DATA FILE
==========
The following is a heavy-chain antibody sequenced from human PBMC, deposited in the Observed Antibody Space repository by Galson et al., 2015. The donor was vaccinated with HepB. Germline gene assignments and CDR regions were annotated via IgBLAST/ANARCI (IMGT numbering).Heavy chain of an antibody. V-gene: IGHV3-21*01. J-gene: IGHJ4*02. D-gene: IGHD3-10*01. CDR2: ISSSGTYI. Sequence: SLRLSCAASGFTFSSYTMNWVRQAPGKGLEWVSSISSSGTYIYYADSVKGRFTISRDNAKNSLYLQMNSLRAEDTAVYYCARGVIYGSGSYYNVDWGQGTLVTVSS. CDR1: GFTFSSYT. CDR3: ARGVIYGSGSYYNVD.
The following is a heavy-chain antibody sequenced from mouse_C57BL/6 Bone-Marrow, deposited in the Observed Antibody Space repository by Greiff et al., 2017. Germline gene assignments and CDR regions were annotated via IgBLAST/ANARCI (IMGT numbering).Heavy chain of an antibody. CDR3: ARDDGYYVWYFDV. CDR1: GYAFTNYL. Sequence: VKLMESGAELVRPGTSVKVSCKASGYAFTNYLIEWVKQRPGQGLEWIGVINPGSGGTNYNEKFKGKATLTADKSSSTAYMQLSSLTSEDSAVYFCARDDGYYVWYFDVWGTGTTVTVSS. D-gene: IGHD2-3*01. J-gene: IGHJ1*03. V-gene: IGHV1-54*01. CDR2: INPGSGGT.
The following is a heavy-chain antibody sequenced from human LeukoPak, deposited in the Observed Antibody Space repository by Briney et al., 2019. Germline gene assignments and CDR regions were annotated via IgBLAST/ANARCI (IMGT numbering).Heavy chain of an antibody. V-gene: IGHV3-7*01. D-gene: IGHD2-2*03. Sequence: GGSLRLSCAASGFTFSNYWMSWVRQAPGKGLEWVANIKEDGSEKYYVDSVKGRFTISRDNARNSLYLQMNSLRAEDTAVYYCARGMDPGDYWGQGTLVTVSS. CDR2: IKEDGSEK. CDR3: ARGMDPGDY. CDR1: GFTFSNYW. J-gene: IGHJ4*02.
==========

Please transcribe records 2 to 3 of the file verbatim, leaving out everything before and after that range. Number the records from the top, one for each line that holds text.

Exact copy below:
The following is a heavy-chain antibody sequenced from mouse_C57BL/6 Bone-Marrow, deposited in the Observed Antibody Space repository by Greiff et al., 2017. Germline gene assignments and CDR regions were annotated via IgBLAST/ANARCI (IMGT numbering).Heavy chain of an antibody. CDR3: ARDDGYYVWYFDV. CDR1: GYAFTNYL. Sequence: VKLMESGAELVRPGTSVKVSCKASGYAFTNYLIEWVKQRPGQGLEWIGVINPGSGGTNYNEKFKGKATLTADKSSSTAYMQLSSLTSEDSAVYFCARDDGYYVWYFDVWGTGTTVTVSS. D-gene: IGHD2-3*01. J-gene: IGHJ1*03. V-gene: IGHV1-54*01. CDR2: INPGSGGT.
The following is a heavy-chain antibody sequenced from human LeukoPak, deposited in the Observed Antibody Space repository by Briney et al., 2019. Germline gene assignments and CDR regions were annotated via IgBLAST/ANARCI (IMGT numbering).Heavy chain of an antibody. V-gene: IGHV3-7*01. D-gene: IGHD2-2*03. Sequence: GGSLRLSCAASGFTFSNYWMSWVRQAPGKGLEWVANIKEDGSEKYYVDSVKGRFTISRDNARNSLYLQMNSLRAEDTAVYYCARGMDPGDYWGQGTLVTVSS. CDR2: IKEDGSEK. CDR3: ARGMDPGDY. CDR1: GFTFSNYW. J-gene: IGHJ4*02.